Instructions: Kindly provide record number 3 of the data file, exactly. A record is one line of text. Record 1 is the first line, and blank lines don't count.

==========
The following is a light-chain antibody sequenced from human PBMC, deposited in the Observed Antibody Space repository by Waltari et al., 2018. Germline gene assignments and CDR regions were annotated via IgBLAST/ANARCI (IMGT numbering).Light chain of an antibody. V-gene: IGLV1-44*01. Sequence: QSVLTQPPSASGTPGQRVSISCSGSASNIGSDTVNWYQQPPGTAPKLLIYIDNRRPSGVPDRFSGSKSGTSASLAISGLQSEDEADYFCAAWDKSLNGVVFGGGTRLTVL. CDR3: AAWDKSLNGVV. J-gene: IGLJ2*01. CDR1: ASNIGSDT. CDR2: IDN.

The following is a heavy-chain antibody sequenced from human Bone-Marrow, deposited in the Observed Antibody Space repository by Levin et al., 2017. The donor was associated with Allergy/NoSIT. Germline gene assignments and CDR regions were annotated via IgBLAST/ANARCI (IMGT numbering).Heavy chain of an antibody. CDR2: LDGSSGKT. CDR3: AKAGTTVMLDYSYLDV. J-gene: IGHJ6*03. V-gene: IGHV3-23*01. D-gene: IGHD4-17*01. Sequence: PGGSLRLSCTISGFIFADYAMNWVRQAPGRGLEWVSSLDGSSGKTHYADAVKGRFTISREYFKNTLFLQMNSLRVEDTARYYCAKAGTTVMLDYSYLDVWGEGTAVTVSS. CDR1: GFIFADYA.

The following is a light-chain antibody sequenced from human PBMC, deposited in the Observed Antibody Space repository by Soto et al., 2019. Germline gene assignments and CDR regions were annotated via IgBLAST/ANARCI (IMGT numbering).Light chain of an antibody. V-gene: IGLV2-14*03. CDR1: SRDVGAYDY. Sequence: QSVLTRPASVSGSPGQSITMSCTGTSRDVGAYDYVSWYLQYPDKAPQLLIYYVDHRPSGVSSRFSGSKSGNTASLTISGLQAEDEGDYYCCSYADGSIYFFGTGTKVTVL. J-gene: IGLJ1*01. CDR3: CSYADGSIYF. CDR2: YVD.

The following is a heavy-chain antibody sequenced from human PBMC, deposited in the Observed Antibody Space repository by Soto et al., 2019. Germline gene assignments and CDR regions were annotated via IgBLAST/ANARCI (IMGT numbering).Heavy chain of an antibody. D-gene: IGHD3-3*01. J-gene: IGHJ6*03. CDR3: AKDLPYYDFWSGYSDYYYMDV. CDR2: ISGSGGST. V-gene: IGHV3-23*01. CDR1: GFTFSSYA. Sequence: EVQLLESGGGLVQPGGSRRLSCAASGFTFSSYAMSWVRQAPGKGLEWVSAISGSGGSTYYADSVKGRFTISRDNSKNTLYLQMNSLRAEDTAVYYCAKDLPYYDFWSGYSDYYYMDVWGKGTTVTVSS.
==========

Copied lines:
The following is a light-chain antibody sequenced from human PBMC, deposited in the Observed Antibody Space repository by Soto et al., 2019. Germline gene assignments and CDR regions were annotated via IgBLAST/ANARCI (IMGT numbering).Light chain of an antibody. V-gene: IGLV2-14*03. CDR1: SRDVGAYDY. Sequence: QSVLTRPASVSGSPGQSITMSCTGTSRDVGAYDYVSWYLQYPDKAPQLLIYYVDHRPSGVSSRFSGSKSGNTASLTISGLQAEDEGDYYCCSYADGSIYFFGTGTKVTVL. J-gene: IGLJ1*01. CDR3: CSYADGSIYF. CDR2: YVD.